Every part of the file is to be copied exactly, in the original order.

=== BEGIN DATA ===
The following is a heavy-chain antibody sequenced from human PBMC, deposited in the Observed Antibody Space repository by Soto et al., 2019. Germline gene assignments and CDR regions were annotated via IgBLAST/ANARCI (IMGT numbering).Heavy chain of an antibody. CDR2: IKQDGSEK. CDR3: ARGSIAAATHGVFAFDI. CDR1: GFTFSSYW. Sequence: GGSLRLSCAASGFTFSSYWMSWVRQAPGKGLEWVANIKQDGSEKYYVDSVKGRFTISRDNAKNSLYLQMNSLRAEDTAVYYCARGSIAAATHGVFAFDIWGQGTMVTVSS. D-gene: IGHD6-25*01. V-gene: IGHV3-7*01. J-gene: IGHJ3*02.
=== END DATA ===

The following is a heavy-chain antibody sequenced from human PBMC, deposited in the Observed Antibody Space repository by Soto et al., 2019. Germline gene assignments and CDR regions were annotated via IgBLAST/ANARCI (IMGT numbering).Heavy chain of an antibody. CDR2: IKQDGSEK. CDR3: ARGSIAAATHGVFAFDI. CDR1: GFTFSSYW. Sequence: GGSLRLSCAASGFTFSSYWMSWVRQAPGKGLEWVANIKQDGSEKYYVDSVKGRFTISRDNAKNSLYLQMNSLRAEDTAVYYCARGSIAAATHGVFAFDIWGQGTMVTVSS. D-gene: IGHD6-25*01. V-gene: IGHV3-7*01. J-gene: IGHJ3*02.